Social media job scams: Three ways you can avoid them

Job seekers should avoid falling victim to jobs scams because they can be used to get access to your personal information. Picture: Geralt / Pixabay

Job seekers should avoid falling victim to jobs scams because they can be used to get access to your personal information. Picture: Geralt / Pixabay

Published Jun 4, 2024


As social media becomes interlaced with the daily lives of people, cyber criminals are using it to scam people with fake job offers.

The increase in South Africa’s unemployment rate to 32.9% means that people are more susceptible to these job scams because the are desperate to find jobs.

“Cyber criminals are always evolving their tricks to match the latest trends. As job-searches on social media grow, so does the potential for recruitment-related fraud,” Anna Collard, SVP Content Strategy and Evangelist at KnowBe4 Africa said.

Types of recruitment scams

There are two types of recruitment scams that both have the same aim to con you into giving them money or your personal details.

The first scams involves impersonation, where fraudsters pose as legitimate recruiters and reach out to people on online platforms like WhatsApp, Telegram, Facebook LinkedIn or via email.

“They may use stolen logos and profile pictures of very attractive people to lure you into thinking they’re from an HR department or recruitment firm,” Collard said.

There have also been scams where they impersonate as the Department of Employment and Labour to advertise fake job opportunities.

In these incidents, job seekers were required to pay R250 upfront for supposed “background checks” at PEP stores.

Another scam saw job seekers from the North-West province fall victim to a scheme where they paid for transportation to an interview and half-day training in Centurion, only to find out that the job offers were non-existent.

The second type of scam involves fake job postings.

Using legitimate job boards, scammers post fake job offers to get your personal information.

Collard said: “Facebook, with its broad user base, is particularly desirable for scammers. They exploit the platform’s features, like Groups and Marketplace, to post fake job listings and approach potential victims.”

You can stay safe when job hunting by looking for the indicators that the job or recruitment post could be a scam. Here they are:

Unsolicited offers and unprofessional communication

“Beware of unsolicited job offers, especially if you didn’t apply for them,” advises Collard.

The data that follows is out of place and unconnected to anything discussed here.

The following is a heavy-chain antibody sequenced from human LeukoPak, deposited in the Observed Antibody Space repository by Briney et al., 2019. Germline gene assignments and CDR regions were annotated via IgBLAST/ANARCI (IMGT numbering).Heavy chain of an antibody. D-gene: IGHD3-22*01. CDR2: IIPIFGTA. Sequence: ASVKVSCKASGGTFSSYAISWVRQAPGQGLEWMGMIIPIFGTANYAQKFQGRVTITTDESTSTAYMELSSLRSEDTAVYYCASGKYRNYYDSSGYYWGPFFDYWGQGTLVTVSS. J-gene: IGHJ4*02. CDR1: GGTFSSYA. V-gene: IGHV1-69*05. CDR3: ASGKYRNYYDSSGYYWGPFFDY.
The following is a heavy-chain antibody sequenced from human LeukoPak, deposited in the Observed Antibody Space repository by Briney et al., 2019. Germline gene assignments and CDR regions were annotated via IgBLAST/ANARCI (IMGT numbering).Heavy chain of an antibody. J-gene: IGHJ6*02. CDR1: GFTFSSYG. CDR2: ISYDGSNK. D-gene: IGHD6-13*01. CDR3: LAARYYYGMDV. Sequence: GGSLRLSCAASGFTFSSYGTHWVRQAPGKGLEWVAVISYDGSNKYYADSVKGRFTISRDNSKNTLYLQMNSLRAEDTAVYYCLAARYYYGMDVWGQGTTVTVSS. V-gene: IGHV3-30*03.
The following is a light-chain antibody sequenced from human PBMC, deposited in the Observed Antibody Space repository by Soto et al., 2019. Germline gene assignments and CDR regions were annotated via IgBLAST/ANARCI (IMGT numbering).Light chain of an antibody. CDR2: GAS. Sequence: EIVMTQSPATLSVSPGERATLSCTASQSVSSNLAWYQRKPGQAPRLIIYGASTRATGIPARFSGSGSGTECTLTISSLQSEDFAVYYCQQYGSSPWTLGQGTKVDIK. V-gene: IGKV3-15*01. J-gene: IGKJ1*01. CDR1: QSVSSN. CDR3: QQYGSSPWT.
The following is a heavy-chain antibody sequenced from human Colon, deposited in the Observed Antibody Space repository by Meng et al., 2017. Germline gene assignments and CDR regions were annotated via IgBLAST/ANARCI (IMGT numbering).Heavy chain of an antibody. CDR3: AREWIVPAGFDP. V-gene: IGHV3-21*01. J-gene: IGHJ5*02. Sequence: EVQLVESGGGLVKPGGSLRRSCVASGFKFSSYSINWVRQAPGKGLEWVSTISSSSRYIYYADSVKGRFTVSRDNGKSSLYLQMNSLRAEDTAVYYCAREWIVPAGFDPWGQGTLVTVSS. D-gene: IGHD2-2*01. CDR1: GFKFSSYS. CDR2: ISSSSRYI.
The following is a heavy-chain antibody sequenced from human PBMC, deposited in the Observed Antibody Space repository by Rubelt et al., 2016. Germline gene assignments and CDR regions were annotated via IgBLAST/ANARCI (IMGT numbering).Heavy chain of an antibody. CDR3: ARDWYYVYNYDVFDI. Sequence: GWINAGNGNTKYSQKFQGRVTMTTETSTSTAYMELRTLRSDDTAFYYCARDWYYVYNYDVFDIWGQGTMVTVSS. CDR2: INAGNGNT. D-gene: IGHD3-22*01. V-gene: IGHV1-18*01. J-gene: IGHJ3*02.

According to Collard, legitimate employers follow a formal recruitment process and will not randomly reach out to job seekers on social media.

Another red flag is unprofessional communication which can include spelling errors, poor grammar, an international phone number on WhatsApp, or an email address from Gmail or Yahoo.

Remote work that pays well

Collard said that another warning bell is that the job offer is fully remote and offers very attractive remuneration.

“Often this is a sign that it’s a scam, as criminals know that most people want to work from home. Also, if the salary sounds astronomical for the particular position, be wary,” Collard said.

You should research what the salary range of similar positions is before you respond to tempting job offers.

Collard said: “It’s also better to verify the job offer is real by contacting the company directly.”

Requests for payment or your info

According to Collard, the most significant warning sign is when payment is asked for application fees, training courses, or background checks.

As per the Employment Services Act, no one can charge job seekers for employment services.

Collard said: “If you are asked to pay anything for your recruitment, it is a clear scam.”

Similarly, legitimate employers will not ask for your sensitive personal information, such as your ID number or bank account details, until a very advanced stage of the recruitment process.

“This information is usually only requested after a job offer has been extended,” Collard said.

To ensure your safety during your job search, it is important to take precautions, trust your instincts and practice caution.

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